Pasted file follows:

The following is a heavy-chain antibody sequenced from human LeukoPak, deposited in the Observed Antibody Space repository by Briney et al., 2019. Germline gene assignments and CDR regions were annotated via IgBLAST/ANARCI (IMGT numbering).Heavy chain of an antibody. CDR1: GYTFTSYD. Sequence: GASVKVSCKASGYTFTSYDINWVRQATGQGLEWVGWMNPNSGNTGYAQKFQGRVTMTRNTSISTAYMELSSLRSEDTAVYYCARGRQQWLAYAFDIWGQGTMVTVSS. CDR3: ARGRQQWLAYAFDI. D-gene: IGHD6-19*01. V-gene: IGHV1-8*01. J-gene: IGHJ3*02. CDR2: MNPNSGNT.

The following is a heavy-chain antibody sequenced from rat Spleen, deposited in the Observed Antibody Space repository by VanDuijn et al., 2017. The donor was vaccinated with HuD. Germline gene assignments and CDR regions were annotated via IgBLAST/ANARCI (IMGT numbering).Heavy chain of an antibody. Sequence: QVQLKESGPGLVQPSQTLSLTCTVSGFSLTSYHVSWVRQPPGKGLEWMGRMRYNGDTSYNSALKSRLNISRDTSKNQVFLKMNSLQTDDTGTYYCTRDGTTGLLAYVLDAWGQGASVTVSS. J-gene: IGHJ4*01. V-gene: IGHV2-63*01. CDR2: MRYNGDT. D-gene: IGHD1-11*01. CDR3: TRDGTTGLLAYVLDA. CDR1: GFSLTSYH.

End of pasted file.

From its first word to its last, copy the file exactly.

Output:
The following is a heavy-chain antibody sequenced from human LeukoPak, deposited in the Observed Antibody Space repository by Briney et al., 2019. Germline gene assignments and CDR regions were annotated via IgBLAST/ANARCI (IMGT numbering).Heavy chain of an antibody. CDR1: GYTFTSYD. Sequence: GASVKVSCKASGYTFTSYDINWVRQATGQGLEWVGWMNPNSGNTGYAQKFQGRVTMTRNTSISTAYMELSSLRSEDTAVYYCARGRQQWLAYAFDIWGQGTMVTVSS. CDR3: ARGRQQWLAYAFDI. D-gene: IGHD6-19*01. V-gene: IGHV1-8*01. J-gene: IGHJ3*02. CDR2: MNPNSGNT.

The following is a heavy-chain antibody sequenced from rat Spleen, deposited in the Observed Antibody Space repository by VanDuijn et al., 2017. The donor was vaccinated with HuD. Germline gene assignments and CDR regions were annotated via IgBLAST/ANARCI (IMGT numbering).Heavy chain of an antibody. Sequence: QVQLKESGPGLVQPSQTLSLTCTVSGFSLTSYHVSWVRQPPGKGLEWMGRMRYNGDTSYNSALKSRLNISRDTSKNQVFLKMNSLQTDDTGTYYCTRDGTTGLLAYVLDAWGQGASVTVSS. J-gene: IGHJ4*01. V-gene: IGHV2-63*01. CDR2: MRYNGDT. D-gene: IGHD1-11*01. CDR3: TRDGTTGLLAYVLDA. CDR1: GFSLTSYH.